I used to take my kids to the local zoo on Sabbaths after church. This was in the 1970's. I have never regretted spending MANY a Friday night with them when little, swimming at the YMCA and stopping at Dunkin Donuts on the way home. That ritual of the "now" is far more remembered than any sermon I may have given that day. But for some, depending on their prophecy laden pastor, life is just one big "around the corner", "just a little longer" and never ending "gun lap." I had kidded for years that we have been in the gun lap so often, we run the risk of running out of bullets. Little did I know that was a prophecy that would come true! 

Prophecy means little to me at this point in my life. Actually I believe there is no such thing as prophecy. Bible prophecy that seems to have taken place is, as I have said, prophecy historized not history prophecied.   Humans don't and can't know the future. How many Apostle Paul's and  Dave Packs does it take to prove that! 

 It may mean a lot to some of you depending on who is feeding the need to know what I don't think we can know in this world. We can hid behind the idea that we know God is doing this or that, but that's pretty iffy knowing.
Whatever your position, at least know that even the Bible got it wrong at times, no matter what your pastor says or how your church motivates you with prophecy to live on the edge of your chair, just a bit ahead of the now, in somewhat a fearful or at least anxious, "what's going to happen" state.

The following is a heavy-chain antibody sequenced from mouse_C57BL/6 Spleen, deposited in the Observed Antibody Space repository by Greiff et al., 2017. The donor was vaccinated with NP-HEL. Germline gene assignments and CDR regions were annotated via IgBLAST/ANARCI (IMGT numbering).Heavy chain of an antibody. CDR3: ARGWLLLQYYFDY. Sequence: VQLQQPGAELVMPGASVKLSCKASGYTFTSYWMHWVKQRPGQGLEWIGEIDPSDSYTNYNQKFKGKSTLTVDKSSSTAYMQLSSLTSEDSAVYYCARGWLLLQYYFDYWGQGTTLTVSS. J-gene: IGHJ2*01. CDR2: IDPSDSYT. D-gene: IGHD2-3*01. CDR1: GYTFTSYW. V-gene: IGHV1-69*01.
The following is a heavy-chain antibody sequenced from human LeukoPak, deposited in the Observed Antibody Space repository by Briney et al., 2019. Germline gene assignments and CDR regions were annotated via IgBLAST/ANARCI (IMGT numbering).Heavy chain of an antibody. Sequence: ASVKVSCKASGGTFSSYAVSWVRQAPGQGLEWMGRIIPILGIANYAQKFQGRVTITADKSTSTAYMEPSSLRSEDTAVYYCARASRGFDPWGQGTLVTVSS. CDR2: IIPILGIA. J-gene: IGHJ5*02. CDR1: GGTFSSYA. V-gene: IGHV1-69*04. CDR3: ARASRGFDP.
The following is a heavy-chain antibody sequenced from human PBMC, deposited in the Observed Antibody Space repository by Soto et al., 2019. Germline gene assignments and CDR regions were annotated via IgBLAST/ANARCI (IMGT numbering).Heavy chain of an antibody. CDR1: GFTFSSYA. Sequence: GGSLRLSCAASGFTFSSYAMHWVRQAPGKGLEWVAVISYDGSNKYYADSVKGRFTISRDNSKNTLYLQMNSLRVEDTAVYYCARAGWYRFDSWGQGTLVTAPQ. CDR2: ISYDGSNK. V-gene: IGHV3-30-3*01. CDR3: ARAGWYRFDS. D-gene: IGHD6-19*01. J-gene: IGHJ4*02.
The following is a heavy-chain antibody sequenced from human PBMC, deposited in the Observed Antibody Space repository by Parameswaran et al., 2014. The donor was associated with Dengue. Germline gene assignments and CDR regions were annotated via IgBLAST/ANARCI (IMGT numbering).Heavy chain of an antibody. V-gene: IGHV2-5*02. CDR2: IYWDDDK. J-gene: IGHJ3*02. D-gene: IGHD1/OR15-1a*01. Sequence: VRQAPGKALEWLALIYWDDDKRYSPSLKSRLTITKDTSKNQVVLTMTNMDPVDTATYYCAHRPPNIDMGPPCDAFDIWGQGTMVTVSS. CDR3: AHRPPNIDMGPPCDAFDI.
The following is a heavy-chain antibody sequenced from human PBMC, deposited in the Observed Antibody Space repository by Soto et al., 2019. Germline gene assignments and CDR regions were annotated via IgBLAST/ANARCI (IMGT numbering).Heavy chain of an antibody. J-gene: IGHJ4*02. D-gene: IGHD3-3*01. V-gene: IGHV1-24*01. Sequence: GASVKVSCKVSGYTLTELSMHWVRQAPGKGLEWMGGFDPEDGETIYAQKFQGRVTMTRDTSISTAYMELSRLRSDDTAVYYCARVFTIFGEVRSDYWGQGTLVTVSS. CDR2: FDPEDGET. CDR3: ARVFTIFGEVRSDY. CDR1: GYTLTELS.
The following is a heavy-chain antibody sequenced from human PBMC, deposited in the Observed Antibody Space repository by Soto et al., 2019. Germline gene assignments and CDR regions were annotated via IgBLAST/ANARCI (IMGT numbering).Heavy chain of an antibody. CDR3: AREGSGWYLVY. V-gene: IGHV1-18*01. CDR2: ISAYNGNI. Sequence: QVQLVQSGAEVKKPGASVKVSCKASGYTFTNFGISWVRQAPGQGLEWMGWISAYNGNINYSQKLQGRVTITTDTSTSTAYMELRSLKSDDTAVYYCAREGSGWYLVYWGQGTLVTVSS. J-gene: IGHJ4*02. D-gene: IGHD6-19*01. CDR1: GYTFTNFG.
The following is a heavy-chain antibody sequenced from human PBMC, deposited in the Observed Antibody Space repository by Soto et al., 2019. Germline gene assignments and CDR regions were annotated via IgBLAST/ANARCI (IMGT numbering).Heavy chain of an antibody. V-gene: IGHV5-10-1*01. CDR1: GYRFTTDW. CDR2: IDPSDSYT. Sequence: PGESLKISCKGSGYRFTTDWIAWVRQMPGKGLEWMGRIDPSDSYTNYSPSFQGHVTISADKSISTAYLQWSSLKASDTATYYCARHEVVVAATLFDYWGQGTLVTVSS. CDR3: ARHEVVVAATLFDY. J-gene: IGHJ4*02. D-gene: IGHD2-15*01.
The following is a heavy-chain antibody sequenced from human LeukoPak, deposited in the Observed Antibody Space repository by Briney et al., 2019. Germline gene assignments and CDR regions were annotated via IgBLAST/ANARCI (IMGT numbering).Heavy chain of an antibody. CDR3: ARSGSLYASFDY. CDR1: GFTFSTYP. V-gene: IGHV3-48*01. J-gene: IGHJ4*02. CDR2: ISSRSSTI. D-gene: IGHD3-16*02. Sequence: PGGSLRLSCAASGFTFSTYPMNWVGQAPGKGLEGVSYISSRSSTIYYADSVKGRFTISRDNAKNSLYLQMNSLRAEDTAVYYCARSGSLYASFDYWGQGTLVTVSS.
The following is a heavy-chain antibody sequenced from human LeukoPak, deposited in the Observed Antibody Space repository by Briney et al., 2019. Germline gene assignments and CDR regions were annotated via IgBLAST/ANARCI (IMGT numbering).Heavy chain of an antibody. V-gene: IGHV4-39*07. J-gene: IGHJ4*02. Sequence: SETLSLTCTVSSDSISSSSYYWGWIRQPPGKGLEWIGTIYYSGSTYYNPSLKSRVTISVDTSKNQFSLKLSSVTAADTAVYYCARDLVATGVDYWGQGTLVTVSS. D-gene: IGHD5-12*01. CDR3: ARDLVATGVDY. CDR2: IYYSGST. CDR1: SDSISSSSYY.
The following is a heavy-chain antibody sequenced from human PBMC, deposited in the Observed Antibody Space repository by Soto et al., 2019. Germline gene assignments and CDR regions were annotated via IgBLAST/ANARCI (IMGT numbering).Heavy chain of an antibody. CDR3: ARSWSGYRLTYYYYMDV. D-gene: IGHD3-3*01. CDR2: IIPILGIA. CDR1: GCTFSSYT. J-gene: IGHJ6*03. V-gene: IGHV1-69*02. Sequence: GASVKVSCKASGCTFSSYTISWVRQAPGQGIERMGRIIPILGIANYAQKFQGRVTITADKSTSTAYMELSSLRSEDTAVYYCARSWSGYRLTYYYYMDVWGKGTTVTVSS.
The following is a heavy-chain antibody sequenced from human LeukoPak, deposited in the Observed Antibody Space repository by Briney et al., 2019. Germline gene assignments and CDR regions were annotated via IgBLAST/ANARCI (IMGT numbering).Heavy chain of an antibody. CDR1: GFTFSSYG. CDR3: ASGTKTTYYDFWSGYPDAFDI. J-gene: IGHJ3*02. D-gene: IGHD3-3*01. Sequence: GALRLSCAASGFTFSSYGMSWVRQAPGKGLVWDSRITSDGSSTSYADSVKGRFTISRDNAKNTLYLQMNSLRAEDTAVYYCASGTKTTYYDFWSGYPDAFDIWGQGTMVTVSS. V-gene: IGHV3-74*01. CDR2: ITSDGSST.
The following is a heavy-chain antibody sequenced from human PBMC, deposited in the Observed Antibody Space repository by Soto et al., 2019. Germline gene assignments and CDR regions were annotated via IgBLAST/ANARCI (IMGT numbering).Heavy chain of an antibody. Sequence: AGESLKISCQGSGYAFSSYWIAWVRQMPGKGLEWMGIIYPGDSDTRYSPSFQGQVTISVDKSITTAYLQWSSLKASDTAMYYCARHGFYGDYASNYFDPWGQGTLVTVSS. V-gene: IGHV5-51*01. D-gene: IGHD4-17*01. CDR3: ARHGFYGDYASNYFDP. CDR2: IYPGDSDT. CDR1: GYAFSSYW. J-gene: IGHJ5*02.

Isaiah was mistaken, Ezekiel was mistaken, Paul was wrong and yes, even Jesus was mistaken in his own perceptions of his own experience. That's another story.
If we can be wise enough to see that even Bible prophecies indeed have failed, that some prophecies are not really prophecies, and that reading the newspaper as if it were the Bible come to life is not wise, we might actually have a life in the now we can say was a real life. A life lived in anticipation of some alleged future is not a real life. It's disillusionment in the making. 





47 comments:

Anonymous said...

The ACOGs with their 'addiction to predictions' have certainly not gone down the narrow gate in regards to use of prophesy. But Dennis's 'solution' isn't the narrow gate either. In fact it's worse than the ACOGs, since he rejects both prophesy and keeping the Sabbath. Since he didn't even keep the Sabbath, it's no wonder that he fell away. Or was he ever converted?

Parents, tell your kids "do your prayer and bible study, least you too become a spiritual failure like Dennis Diehl." He makes a excellent boogyman.

Anonymous said...

This year is 5779, not 6019

TLA said...

Dennis - I prophesy Trump will no longer be president 6 years from now. I predict the Dems will have over 20 idiots running for president and Trump will find a way to insult each one of them.
Furthermore I prophesy that preachers will believe every word of the Bible except for those they ignore and those they make up.

Al Dexter said...